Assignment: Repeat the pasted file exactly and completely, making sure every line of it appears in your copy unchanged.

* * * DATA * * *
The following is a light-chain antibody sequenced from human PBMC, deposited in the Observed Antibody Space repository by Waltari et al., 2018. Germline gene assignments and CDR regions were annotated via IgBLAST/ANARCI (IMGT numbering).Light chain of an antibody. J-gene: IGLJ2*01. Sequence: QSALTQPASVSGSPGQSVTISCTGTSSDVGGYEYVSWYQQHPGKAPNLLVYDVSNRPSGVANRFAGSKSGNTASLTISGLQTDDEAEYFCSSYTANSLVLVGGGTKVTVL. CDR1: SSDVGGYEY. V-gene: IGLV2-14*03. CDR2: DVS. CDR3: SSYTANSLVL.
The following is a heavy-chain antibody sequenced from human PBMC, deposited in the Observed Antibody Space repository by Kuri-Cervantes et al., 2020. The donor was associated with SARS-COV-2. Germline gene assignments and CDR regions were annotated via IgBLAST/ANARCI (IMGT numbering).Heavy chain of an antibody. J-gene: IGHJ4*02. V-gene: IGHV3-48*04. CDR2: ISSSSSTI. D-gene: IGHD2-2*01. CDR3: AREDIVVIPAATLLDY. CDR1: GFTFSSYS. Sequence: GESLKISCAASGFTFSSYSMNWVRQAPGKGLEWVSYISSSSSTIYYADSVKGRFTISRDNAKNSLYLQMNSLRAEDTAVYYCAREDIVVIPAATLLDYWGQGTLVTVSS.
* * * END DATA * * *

The following is a light-chain antibody sequenced from human PBMC, deposited in the Observed Antibody Space repository by Waltari et al., 2018. Germline gene assignments and CDR regions were annotated via IgBLAST/ANARCI (IMGT numbering).Light chain of an antibody. J-gene: IGLJ2*01. Sequence: QSALTQPASVSGSPGQSVTISCTGTSSDVGGYEYVSWYQQHPGKAPNLLVYDVSNRPSGVANRFAGSKSGNTASLTISGLQTDDEAEYFCSSYTANSLVLVGGGTKVTVL. CDR1: SSDVGGYEY. V-gene: IGLV2-14*03. CDR2: DVS. CDR3: SSYTANSLVL.
The following is a heavy-chain antibody sequenced from human PBMC, deposited in the Observed Antibody Space repository by Kuri-Cervantes et al., 2020. The donor was associated with SARS-COV-2. Germline gene assignments and CDR regions were annotated via IgBLAST/ANARCI (IMGT numbering).Heavy chain of an antibody. J-gene: IGHJ4*02. V-gene: IGHV3-48*04. CDR2: ISSSSSTI. D-gene: IGHD2-2*01. CDR3: AREDIVVIPAATLLDY. CDR1: GFTFSSYS. Sequence: GESLKISCAASGFTFSSYSMNWVRQAPGKGLEWVSYISSSSSTIYYADSVKGRFTISRDNAKNSLYLQMNSLRAEDTAVYYCAREDIVVIPAATLLDYWGQGTLVTVSS.